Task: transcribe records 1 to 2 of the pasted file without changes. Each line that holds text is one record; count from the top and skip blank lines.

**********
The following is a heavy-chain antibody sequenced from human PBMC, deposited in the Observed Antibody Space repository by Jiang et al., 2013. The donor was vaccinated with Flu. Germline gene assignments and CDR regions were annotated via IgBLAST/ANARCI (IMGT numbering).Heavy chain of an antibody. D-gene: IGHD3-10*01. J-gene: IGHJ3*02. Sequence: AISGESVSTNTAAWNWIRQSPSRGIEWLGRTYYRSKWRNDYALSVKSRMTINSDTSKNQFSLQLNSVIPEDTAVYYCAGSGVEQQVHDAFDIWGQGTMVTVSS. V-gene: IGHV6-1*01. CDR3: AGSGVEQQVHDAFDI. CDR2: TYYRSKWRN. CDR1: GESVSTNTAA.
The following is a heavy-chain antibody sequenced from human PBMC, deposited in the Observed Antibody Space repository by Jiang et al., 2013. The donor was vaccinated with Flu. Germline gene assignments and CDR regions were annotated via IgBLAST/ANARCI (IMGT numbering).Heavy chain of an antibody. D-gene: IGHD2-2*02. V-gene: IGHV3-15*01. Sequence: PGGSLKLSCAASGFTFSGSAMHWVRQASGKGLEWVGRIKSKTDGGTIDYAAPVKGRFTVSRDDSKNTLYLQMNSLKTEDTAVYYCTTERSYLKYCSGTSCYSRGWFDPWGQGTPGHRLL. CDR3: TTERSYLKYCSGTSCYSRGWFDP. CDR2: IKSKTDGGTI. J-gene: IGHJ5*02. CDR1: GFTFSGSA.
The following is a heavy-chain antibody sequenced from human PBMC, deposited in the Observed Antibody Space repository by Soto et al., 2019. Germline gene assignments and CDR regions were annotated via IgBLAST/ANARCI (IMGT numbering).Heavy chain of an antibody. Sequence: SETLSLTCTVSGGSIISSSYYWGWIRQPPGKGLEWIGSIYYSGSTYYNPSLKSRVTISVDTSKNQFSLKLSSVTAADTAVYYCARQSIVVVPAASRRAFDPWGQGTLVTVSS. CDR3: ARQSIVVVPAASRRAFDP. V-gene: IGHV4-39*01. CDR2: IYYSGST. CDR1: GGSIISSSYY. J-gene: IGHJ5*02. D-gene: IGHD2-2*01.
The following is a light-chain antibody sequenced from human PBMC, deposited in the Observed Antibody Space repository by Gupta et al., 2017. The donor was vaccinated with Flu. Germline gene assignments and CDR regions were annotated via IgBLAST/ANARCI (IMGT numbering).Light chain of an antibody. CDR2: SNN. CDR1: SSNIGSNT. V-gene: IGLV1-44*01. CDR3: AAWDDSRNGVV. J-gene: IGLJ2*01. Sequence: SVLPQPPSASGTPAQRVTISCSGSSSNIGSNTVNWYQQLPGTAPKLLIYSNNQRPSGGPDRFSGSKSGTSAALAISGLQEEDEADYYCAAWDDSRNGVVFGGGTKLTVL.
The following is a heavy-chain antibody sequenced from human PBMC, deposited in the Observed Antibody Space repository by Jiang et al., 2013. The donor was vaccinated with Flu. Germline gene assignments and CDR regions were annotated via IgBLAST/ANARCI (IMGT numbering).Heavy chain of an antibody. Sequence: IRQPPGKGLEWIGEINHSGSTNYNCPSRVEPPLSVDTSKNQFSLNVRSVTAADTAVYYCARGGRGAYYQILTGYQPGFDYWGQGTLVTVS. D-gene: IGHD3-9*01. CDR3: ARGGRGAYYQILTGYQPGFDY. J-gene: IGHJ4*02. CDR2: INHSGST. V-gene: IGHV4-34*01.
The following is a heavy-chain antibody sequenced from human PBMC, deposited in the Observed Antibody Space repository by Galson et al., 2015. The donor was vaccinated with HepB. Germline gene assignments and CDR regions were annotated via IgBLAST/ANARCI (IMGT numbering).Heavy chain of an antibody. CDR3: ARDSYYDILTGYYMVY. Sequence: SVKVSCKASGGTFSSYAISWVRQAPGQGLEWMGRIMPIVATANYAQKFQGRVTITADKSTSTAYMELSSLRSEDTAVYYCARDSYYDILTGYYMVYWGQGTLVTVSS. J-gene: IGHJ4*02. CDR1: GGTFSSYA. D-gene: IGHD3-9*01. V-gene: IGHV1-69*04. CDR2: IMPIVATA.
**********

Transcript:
The following is a heavy-chain antibody sequenced from human PBMC, deposited in the Observed Antibody Space repository by Jiang et al., 2013. The donor was vaccinated with Flu. Germline gene assignments and CDR regions were annotated via IgBLAST/ANARCI (IMGT numbering).Heavy chain of an antibody. D-gene: IGHD3-10*01. J-gene: IGHJ3*02. Sequence: AISGESVSTNTAAWNWIRQSPSRGIEWLGRTYYRSKWRNDYALSVKSRMTINSDTSKNQFSLQLNSVIPEDTAVYYCAGSGVEQQVHDAFDIWGQGTMVTVSS. V-gene: IGHV6-1*01. CDR3: AGSGVEQQVHDAFDI. CDR2: TYYRSKWRN. CDR1: GESVSTNTAA.
The following is a heavy-chain antibody sequenced from human PBMC, deposited in the Observed Antibody Space repository by Jiang et al., 2013. The donor was vaccinated with Flu. Germline gene assignments and CDR regions were annotated via IgBLAST/ANARCI (IMGT numbering).Heavy chain of an antibody. D-gene: IGHD2-2*02. V-gene: IGHV3-15*01. Sequence: PGGSLKLSCAASGFTFSGSAMHWVRQASGKGLEWVGRIKSKTDGGTIDYAAPVKGRFTVSRDDSKNTLYLQMNSLKTEDTAVYYCTTERSYLKYCSGTSCYSRGWFDPWGQGTPGHRLL. CDR3: TTERSYLKYCSGTSCYSRGWFDP. CDR2: IKSKTDGGTI. J-gene: IGHJ5*02. CDR1: GFTFSGSA.